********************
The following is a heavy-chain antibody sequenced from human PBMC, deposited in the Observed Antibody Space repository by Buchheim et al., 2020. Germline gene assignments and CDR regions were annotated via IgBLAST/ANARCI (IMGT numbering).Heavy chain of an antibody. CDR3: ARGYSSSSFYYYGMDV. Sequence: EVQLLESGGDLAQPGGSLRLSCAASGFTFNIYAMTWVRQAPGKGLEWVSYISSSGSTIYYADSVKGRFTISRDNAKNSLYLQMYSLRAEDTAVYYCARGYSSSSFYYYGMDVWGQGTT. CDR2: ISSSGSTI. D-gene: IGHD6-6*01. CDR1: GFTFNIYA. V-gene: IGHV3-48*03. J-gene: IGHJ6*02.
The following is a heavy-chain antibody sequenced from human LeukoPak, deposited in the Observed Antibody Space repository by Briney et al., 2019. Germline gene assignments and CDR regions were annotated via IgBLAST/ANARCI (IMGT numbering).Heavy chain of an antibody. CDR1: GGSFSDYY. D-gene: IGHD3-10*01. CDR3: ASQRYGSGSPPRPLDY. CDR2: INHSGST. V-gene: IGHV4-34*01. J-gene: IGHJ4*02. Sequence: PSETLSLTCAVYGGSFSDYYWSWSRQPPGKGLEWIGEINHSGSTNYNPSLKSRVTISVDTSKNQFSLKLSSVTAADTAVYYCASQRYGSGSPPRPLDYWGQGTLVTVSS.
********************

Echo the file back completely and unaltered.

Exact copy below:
The following is a heavy-chain antibody sequenced from human PBMC, deposited in the Observed Antibody Space repository by Buchheim et al., 2020. Germline gene assignments and CDR regions were annotated via IgBLAST/ANARCI (IMGT numbering).Heavy chain of an antibody. CDR3: ARGYSSSSFYYYGMDV. Sequence: EVQLLESGGDLAQPGGSLRLSCAASGFTFNIYAMTWVRQAPGKGLEWVSYISSSGSTIYYADSVKGRFTISRDNAKNSLYLQMYSLRAEDTAVYYCARGYSSSSFYYYGMDVWGQGTT. CDR2: ISSSGSTI. D-gene: IGHD6-6*01. CDR1: GFTFNIYA. V-gene: IGHV3-48*03. J-gene: IGHJ6*02.
The following is a heavy-chain antibody sequenced from human LeukoPak, deposited in the Observed Antibody Space repository by Briney et al., 2019. Germline gene assignments and CDR regions were annotated via IgBLAST/ANARCI (IMGT numbering).Heavy chain of an antibody. CDR1: GGSFSDYY. D-gene: IGHD3-10*01. CDR3: ASQRYGSGSPPRPLDY. CDR2: INHSGST. V-gene: IGHV4-34*01. J-gene: IGHJ4*02. Sequence: PSETLSLTCAVYGGSFSDYYWSWSRQPPGKGLEWIGEINHSGSTNYNPSLKSRVTISVDTSKNQFSLKLSSVTAADTAVYYCASQRYGSGSPPRPLDYWGQGTLVTVSS.